Contrast, Hayden’s Anakin Skywalker manages to undo the “cool” factor that David Prowse’s stature and James Earl Jones’ voice provided to Darth Vader for the Star Wars franchise. While poor scripting by George Lucas does not help matters, Hayden’s limited ability and lack of charisma exacerbate the faults of the story.
The George Takei/William Shatner Fight, Round 3:
Much has been made of the feud that George Takei and William Shatner have had over the decades. The big feud really takes off because of the events of this movie.
Some of the early drafts of the movie had Hikaru Sulu being promoted to the rank of Captain, with him also taking command of the USS Excelsior. But before that happens, Sulu would take this final assignment aboard the Enterprise as a personal favor to Admiral Kirk. Takei’s parts of the scene were already filmed, but Shatner expressed concerns that if Takei is promoted to Captain and given command of his own ship, Takei’s part within the movie as it pertains to the rest of the cast would be diminished severely. The production staff, apparently with their own concerns, came to some of the same conclusions as Shatner, and scrapped the idea. George Takei has never forgiven Shatner for this, even in 2010.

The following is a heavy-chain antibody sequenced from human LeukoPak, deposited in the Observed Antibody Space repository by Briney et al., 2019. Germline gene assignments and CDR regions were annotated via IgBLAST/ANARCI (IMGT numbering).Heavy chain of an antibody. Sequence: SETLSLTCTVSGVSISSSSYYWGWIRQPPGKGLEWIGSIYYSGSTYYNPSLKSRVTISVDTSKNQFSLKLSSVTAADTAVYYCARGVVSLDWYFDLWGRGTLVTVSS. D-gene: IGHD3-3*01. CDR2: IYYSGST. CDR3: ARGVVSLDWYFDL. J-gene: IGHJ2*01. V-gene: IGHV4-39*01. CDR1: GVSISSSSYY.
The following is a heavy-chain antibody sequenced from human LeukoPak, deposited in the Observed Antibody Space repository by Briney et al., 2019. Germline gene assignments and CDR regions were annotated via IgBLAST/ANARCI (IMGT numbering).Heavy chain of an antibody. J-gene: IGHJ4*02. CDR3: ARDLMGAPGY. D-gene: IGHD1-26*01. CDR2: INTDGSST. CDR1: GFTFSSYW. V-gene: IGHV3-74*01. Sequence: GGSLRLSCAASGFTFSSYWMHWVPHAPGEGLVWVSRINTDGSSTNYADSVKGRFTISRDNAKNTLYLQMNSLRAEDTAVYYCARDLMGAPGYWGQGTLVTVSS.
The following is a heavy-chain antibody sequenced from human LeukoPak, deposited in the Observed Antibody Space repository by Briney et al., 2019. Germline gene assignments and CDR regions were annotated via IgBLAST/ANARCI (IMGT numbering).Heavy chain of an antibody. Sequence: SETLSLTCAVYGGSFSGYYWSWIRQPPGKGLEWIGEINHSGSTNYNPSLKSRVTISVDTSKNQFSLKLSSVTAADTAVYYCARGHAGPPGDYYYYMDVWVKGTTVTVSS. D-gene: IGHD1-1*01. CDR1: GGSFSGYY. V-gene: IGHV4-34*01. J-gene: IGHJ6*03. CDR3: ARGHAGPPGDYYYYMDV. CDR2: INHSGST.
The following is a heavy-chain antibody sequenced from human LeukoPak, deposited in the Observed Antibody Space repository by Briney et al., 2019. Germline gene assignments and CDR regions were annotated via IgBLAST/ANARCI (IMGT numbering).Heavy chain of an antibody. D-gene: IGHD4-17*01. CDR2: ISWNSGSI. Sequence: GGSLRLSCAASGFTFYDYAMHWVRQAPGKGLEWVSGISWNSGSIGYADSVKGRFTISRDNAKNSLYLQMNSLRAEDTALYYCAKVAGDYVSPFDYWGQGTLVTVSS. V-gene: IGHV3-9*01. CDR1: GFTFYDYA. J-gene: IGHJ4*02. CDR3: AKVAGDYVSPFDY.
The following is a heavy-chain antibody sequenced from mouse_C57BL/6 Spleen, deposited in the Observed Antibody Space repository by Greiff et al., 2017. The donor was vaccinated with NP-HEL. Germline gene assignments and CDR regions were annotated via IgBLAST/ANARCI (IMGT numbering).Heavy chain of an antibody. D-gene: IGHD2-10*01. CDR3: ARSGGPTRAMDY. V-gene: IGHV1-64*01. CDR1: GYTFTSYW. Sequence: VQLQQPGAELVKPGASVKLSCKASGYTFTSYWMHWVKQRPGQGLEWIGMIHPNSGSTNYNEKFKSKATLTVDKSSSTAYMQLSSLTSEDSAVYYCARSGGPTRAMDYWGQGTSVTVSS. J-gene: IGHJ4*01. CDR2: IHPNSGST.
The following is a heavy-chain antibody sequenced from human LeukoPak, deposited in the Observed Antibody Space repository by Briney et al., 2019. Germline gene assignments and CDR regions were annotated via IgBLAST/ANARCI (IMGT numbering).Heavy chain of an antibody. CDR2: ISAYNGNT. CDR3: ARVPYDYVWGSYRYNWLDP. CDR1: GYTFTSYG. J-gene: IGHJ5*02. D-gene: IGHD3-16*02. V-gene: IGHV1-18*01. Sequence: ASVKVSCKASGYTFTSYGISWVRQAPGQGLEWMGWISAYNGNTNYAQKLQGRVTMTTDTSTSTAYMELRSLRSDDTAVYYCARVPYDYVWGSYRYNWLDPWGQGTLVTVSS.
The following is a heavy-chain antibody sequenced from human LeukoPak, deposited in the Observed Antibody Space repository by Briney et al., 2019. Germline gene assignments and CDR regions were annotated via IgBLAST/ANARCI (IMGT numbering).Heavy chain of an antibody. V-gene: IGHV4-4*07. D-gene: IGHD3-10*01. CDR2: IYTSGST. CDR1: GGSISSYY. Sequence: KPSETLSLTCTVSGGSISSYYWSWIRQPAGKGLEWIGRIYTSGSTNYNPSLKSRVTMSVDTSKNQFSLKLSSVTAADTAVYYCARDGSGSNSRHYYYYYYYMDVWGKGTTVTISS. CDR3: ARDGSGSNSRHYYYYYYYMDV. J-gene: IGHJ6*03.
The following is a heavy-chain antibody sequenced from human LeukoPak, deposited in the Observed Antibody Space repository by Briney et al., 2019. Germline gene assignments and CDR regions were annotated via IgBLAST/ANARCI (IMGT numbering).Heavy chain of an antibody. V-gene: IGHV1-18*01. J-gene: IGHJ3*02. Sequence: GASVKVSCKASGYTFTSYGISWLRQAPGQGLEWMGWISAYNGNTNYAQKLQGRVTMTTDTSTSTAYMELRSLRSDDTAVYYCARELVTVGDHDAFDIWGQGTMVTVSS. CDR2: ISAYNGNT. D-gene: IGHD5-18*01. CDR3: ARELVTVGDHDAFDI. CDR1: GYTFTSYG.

The Wrath of Khan is the most well-known of the Star Trek films, as well as the most celebrated. Every film in the franchise from that point on had its villain compared to Khan, but the contrast of how substandard the villainy in Star Trek had become was not apparent until Generations on forwards.
As is the case in science fiction, there are few women in TWOK, and no women of color other than Nichelle as Uhura. Uhura herself is nothing more than a background character that just happens to be in the second tier cast – she is not much more than a glorified extra. Although McCoy provides some early moments of moral discourse with Kirk and Spock in separate scenes, he is pretty much a forgotten character in the grand scheme of things later on. James Doohan got dumped on as a character and his grief was just ignored. George Takei gets stuck in the background and is stuck piloting the ship.
Ricardo Montalban steals the entire movie, and Merritt Butrick and Bibi Besch manage to humanize Kirk. Surprisingly, Shatner turns in a decent performance, although he is best known for his outburst.
Ignore the giant racefail and the issues surrounding Nichelle Nichols and Paul Winfield if you want to enjoy this movie.